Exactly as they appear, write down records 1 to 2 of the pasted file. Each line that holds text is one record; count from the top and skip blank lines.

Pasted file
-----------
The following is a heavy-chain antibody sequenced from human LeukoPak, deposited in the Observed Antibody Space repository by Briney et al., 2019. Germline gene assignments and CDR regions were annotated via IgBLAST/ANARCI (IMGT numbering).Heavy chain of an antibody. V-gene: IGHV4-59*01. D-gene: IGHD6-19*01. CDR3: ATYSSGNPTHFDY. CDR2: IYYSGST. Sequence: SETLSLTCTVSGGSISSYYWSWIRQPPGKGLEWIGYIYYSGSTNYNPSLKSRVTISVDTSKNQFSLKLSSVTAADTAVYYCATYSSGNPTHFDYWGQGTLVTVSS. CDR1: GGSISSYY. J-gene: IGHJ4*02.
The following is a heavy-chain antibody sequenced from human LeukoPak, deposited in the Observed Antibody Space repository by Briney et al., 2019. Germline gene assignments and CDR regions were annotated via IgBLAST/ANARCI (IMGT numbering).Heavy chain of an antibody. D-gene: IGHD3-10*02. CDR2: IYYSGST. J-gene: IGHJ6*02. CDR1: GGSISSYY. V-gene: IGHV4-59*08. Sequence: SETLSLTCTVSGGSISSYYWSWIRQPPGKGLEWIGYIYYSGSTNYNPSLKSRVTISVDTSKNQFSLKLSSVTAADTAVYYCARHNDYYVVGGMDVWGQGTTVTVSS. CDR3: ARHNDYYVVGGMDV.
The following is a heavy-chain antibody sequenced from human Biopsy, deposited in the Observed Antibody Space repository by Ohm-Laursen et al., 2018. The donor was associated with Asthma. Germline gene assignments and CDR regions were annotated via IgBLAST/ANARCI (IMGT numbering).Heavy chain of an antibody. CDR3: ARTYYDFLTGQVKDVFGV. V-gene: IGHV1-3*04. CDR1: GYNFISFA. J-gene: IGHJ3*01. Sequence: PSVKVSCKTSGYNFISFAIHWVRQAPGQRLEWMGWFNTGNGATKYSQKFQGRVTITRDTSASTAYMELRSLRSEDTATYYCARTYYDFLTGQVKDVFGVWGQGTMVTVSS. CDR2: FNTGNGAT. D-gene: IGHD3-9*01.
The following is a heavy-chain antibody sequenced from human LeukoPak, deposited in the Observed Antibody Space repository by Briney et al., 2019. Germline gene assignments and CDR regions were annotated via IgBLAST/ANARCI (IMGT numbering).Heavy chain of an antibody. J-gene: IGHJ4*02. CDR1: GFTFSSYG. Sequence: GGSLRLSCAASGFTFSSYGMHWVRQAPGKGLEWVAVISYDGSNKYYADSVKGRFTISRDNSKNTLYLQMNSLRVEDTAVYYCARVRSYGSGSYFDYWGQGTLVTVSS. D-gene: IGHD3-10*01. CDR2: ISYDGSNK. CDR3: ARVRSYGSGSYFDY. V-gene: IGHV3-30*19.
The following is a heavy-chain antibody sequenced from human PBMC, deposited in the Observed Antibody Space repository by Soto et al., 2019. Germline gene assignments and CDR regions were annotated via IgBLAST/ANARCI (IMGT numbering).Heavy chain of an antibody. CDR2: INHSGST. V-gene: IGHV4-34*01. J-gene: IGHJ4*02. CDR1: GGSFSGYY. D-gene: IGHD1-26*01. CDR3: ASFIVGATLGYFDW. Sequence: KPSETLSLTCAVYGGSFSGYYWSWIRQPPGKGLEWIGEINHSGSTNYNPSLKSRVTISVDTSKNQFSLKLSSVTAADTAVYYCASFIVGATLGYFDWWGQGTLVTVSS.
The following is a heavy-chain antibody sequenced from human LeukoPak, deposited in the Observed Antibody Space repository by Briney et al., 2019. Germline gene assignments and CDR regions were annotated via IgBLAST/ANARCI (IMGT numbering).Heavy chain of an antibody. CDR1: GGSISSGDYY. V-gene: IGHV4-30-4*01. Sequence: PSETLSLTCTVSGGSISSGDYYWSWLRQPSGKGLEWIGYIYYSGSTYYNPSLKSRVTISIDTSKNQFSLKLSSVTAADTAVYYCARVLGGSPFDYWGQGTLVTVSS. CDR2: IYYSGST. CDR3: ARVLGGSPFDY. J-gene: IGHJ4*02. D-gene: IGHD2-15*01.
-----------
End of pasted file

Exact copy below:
The following is a heavy-chain antibody sequenced from human LeukoPak, deposited in the Observed Antibody Space repository by Briney et al., 2019. Germline gene assignments and CDR regions were annotated via IgBLAST/ANARCI (IMGT numbering).Heavy chain of an antibody. V-gene: IGHV4-59*01. D-gene: IGHD6-19*01. CDR3: ATYSSGNPTHFDY. CDR2: IYYSGST. Sequence: SETLSLTCTVSGGSISSYYWSWIRQPPGKGLEWIGYIYYSGSTNYNPSLKSRVTISVDTSKNQFSLKLSSVTAADTAVYYCATYSSGNPTHFDYWGQGTLVTVSS. CDR1: GGSISSYY. J-gene: IGHJ4*02.
The following is a heavy-chain antibody sequenced from human LeukoPak, deposited in the Observed Antibody Space repository by Briney et al., 2019. Germline gene assignments and CDR regions were annotated via IgBLAST/ANARCI (IMGT numbering).Heavy chain of an antibody. D-gene: IGHD3-10*02. CDR2: IYYSGST. J-gene: IGHJ6*02. CDR1: GGSISSYY. V-gene: IGHV4-59*08. Sequence: SETLSLTCTVSGGSISSYYWSWIRQPPGKGLEWIGYIYYSGSTNYNPSLKSRVTISVDTSKNQFSLKLSSVTAADTAVYYCARHNDYYVVGGMDVWGQGTTVTVSS. CDR3: ARHNDYYVVGGMDV.